Despite representing a major health problem, either due to the difficulty in diagnosis or treatment, mycoses remain neglected

Publicação: 9 de July de 2022

In Brazil, systemic mycoses are not included in the national list of diseases of compulsory notification and are not subject to routine epidemiological surveillance

Recently, the incorporation of new antifungal drugs into the SUS was approved: anidulafungin, voriconazole, isavuconazole and the expansion of the use of liposomal amphotericin B, which in the last 10 years was exclusively used by the leishmaniasis program

Although endemic mycoses are not included in the national list of diseases and diseases of compulsory notification and are not subject to routine epidemiological surveillance, they represent an important public health problem. Dr. Maria Adelaide Millington, technical consultant of the General Coordination of Surveillance of Diseases of Respiratory Transmission of Chronic Conditions of the Department of Diseases of Chronic Conditions and Sexually Transmitted Infections (CGDR/DCCI/SVS/MS), focal point of the Technical Group of Endemic Mycoses, points out that the impact of the absence of regular registration of clinical and epidemiological data on mycoses is enormous, since without these data, the planning and implementation of public policies for surveillance and control of these diseases are unfeasible. “As a basic example we can ask, how to plan the acquisition of antifungal drugs if we do not know the prevalence of endemic mycoses (implantation, systemic and opportunistic) in our country?”, she asks.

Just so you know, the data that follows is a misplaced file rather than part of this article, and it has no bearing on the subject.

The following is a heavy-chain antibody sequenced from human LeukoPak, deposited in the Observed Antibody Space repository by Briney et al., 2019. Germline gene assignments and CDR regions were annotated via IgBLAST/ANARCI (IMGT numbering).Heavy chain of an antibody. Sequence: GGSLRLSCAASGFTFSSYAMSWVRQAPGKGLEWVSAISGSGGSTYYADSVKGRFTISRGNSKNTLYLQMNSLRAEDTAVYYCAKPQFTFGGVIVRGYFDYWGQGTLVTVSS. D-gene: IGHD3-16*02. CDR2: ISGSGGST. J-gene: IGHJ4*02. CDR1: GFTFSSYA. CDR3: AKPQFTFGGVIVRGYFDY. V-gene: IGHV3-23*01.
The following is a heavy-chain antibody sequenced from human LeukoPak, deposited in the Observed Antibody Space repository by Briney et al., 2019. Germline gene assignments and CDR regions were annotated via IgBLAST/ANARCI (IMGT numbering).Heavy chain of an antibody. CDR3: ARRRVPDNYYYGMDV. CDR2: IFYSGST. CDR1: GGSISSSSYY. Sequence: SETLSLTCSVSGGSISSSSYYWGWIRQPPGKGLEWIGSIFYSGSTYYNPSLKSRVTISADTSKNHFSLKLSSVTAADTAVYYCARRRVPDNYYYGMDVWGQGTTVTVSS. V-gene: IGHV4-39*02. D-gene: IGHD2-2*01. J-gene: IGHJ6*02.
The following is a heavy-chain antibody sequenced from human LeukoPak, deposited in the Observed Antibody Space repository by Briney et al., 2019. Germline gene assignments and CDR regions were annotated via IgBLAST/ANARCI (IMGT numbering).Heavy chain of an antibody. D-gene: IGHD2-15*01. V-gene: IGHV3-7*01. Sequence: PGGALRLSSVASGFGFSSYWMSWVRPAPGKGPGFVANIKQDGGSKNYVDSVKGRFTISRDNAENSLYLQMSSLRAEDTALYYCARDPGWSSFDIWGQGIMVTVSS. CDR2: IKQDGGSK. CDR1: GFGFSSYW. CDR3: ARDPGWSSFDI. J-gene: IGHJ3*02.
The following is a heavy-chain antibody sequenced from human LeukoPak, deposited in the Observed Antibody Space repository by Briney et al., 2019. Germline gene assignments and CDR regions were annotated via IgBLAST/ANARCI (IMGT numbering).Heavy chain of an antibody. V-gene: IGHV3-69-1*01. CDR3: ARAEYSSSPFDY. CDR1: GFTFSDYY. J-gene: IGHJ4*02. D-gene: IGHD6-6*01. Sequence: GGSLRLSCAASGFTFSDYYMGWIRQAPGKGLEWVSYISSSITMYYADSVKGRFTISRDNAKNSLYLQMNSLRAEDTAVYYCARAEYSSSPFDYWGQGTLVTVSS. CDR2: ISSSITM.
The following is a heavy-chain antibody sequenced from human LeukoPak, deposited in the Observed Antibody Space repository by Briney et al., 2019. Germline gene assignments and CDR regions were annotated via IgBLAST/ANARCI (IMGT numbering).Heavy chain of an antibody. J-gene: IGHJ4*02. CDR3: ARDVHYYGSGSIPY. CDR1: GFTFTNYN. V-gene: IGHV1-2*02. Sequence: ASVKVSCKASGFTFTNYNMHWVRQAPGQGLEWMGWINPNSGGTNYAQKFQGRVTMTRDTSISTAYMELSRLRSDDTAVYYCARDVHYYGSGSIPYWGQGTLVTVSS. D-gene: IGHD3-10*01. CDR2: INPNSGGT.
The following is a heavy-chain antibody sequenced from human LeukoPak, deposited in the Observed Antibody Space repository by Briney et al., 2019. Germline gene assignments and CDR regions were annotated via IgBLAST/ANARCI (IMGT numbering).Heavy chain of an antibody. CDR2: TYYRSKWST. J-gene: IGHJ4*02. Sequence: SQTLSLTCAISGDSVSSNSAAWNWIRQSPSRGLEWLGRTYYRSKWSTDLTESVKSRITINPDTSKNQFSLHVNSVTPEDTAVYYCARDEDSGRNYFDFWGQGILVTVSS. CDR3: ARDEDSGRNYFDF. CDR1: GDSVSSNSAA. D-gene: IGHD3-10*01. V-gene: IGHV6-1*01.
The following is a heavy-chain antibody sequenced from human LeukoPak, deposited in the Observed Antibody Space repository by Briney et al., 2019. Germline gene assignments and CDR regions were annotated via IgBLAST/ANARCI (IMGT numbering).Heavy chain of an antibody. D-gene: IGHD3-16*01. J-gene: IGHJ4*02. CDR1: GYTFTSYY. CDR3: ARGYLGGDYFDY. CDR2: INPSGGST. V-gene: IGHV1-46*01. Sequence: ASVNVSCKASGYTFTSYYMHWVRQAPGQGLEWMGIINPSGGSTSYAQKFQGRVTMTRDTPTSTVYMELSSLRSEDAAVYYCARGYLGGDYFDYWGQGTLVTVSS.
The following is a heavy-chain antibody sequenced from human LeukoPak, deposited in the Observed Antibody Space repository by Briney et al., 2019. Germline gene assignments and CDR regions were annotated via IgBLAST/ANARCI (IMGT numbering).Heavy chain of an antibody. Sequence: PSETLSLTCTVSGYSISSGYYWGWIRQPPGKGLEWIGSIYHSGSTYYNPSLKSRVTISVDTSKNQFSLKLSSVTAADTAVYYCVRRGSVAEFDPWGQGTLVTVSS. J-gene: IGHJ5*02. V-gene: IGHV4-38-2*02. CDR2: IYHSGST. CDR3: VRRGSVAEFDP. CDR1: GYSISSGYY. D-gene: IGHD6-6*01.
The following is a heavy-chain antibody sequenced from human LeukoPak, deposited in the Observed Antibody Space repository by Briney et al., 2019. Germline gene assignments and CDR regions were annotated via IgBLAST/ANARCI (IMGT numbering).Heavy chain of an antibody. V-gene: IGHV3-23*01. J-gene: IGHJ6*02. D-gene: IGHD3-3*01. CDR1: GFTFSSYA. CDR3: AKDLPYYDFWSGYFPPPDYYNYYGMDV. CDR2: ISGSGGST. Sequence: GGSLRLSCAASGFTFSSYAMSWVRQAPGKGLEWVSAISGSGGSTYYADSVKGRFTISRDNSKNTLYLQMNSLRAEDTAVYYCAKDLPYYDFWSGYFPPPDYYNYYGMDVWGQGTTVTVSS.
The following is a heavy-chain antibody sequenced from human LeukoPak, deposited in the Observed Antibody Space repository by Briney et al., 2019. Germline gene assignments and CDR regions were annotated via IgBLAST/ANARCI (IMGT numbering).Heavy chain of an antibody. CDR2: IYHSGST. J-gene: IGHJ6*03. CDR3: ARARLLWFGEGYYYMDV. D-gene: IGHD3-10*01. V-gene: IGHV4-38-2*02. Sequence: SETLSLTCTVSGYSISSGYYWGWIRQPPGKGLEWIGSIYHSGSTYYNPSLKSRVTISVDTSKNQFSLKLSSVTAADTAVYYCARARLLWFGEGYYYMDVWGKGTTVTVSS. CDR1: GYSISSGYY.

Without a record of general mycosis data, knowledge about endemic areas, their prevalence, incidence and morbidity is based on case studies, isolated studies of the microorganism and its strains, and data from the Hospital Information System of the Unified Health System (SIH/SUS). According to Dr. Millington, mycoses have always been neglected in many ways, including the lack of an information system. Also according to her, the Ministry of Health brings together several information systems, however, the Notifiable Diseases Information System (Sinan), in which there is the notification of communicable and non-communicable diseases, does not contemplate endemic mycoses, despite numerous attempts by the technical area of mycoses for their inclusion, especially the main systemic mycoses: Paracoccidioidomycosis, Histoplasmosis,  Cryptococcosis, and Sporotrichosis – implantation mycosis and responsible for a serious outbreak of feline transmission, which has spread throughout the country since 2012 and has already  has crossed borders with other countries. Today, under the coordination of the CGDR/DCCI/SVS/MS, a specific information system for endemic mycoses is under development, whose main scope is the dispensing of antifungal drugs linked to the notification of the case. Pilot testing for this system are to begin later this year.